Remember that story about the ugly duckling? It’s a good metaphor for a lot of middle schoolers today. Between the time they emerge as little chicks and the time they finally grow into swans, there is that awkward middle period where they are not quite sure who they are or where they fit in. Symptoms of this difficult age might include the rather gangly arms and legs they haven’t quite grown into yet, or baby fat they haven’t quite outgrown, voices that range from squeaky to scratchy, acne, and personality changes that seem to come and go in your child on a daily basis.
We have all experienced this “ugly duckling stage” (if you need proof, go ahead and pull out your old yearbook). But this awkward and clumsy period in your child’s life may be more important than you remember from your own childhood. Now more than ever, the middle school years are crucial for developing into a healthy teenager and adult. Not very long ago, the average age of the kids who came to Heartlight was 17 and 18. Now the average age of the kids at Heartlight is 14! And nearly every kid who walks onto our campus tells me that middle school is where the trouble really started. One teen told me he started smoking pot in 6th grade. Another told me she became sexually active on an 8th grade school trip. It seems the issues and challenges facing teens in high school are now being introduced to kids in junior high, or even before! In today’s world, parents need to foster and build a healthy relationship with their kids in the formative middle school years, because that is when they need it the most.
It Starts In the Brain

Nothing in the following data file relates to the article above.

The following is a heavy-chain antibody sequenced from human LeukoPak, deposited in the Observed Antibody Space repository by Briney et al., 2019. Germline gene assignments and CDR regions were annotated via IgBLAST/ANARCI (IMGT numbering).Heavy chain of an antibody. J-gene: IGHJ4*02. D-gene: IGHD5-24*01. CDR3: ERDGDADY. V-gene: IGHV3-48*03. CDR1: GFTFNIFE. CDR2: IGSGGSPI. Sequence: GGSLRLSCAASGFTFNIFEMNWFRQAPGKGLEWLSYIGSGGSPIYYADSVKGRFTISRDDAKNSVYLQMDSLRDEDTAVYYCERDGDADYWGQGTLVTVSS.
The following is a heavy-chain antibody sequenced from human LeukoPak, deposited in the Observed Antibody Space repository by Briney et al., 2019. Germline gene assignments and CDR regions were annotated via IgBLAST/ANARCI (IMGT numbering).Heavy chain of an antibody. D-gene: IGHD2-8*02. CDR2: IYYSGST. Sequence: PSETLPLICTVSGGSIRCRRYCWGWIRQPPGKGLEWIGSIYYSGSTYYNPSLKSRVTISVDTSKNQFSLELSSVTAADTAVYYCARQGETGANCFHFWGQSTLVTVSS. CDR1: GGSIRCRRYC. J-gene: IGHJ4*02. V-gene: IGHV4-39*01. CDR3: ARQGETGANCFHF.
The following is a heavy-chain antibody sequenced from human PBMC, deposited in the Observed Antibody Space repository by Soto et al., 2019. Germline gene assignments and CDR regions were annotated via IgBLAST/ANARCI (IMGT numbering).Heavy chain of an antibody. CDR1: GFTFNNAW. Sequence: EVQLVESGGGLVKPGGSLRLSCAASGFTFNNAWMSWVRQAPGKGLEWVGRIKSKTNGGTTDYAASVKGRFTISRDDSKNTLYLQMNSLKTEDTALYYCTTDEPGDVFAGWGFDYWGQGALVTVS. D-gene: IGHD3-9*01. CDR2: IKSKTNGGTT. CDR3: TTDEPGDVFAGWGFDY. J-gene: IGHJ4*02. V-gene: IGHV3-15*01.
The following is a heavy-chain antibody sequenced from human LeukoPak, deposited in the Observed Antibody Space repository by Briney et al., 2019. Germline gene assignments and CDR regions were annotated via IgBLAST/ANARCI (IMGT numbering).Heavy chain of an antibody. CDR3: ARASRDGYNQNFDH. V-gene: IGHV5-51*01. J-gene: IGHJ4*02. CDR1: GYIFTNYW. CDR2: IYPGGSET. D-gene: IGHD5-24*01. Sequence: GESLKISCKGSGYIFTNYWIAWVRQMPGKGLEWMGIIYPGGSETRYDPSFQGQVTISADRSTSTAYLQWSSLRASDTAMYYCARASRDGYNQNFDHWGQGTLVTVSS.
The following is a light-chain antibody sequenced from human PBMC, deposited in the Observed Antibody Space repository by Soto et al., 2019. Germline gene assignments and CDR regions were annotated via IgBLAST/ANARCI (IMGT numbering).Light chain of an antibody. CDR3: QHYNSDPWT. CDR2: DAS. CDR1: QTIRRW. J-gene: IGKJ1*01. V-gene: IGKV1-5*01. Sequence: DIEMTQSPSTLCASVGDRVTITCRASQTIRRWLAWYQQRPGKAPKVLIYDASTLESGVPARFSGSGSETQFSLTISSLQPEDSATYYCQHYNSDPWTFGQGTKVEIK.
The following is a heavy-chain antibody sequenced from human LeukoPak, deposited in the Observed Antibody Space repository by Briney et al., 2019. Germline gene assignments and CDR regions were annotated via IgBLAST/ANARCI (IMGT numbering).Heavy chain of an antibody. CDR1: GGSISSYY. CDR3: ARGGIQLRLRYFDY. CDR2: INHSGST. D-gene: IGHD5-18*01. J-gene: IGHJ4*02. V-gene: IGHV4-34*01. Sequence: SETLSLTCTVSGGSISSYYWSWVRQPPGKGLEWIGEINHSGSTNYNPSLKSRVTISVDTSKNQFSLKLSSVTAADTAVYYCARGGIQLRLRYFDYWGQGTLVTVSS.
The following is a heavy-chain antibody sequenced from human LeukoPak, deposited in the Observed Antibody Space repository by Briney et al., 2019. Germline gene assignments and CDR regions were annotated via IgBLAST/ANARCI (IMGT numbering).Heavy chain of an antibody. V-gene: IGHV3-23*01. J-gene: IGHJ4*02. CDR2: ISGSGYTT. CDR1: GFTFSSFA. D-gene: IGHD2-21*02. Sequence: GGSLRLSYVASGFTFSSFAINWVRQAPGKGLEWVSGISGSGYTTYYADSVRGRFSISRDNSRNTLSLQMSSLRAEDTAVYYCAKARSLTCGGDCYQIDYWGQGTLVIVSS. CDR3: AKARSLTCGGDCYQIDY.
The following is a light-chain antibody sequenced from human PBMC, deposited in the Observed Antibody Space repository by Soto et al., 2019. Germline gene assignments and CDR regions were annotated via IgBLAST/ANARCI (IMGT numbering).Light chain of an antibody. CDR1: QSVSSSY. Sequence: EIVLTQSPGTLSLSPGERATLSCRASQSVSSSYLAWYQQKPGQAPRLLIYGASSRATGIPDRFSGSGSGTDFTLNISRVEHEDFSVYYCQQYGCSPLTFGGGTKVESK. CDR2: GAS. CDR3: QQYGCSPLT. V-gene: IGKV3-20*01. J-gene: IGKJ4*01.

To understand why the middle school years are so foundational, you have to get inside the mind of a junior higher (scary, I know). From birth to the age of two, the neural pathways in the brain of a child are wide open. Information is speeding through these pathways, allowing your child to develop speech and behavior patterns at a lightening fast rate. It’s like a high-speed Internet connection; your little babies are downloading knowledge into their brain at an astounding rate. After two years of age, those same neural pathways in your child begin to constrict and clog. What began as a high-speed Internet connection turns into a dial up modem. The window of opportunity babies have to gather all the information they need to develop gradually closes. It’s a “use-it-or-lose-it” time in the brain.
However, those neural pathways open up wide again in another period of your child’s life. Any guesses as to when? Around 10 to 14 years of age. That’s when tweens and teens have the potential to voraciously download masses of information into their growing brains. But once again, if that window of opportunity is missed in middle school, the brain will fall behind in developing the necessary skills needed later in life.
What does all this science mean for mom and dad? Simply this; before they even reach high school, your son or daughter needs you to invest in their lives. A child’s heart, and especially mind, is thirsty for wisdom, training and insight. Though it may not seem like it, your middle-schooler is a sponge, soaking up bits of information from whatever surroundings they find themselves in. And they desperately need mom and dad to ensure that their environment contains all the necessary ingredients for a healthy and productive life.
If the tween years are some of the most influential in a child’s life, the question is, how can we use this time to make the greatest impact? Without hesitation, I would say that parents can have the biggest influence on their middle-schoolers by giving them undivided attention. Focusing attention on your child is like investing in Google stock. It has great value now, and will only keep growing. When you drop what you are doing to listen to your daughter talk, you are demonstrating that she has worth and importance in your life. When you set aside time every week to take your son out to dinner, you are indicating that time with him is precious. There is no substitute for the undivided attention of mom and dad in the life of a child.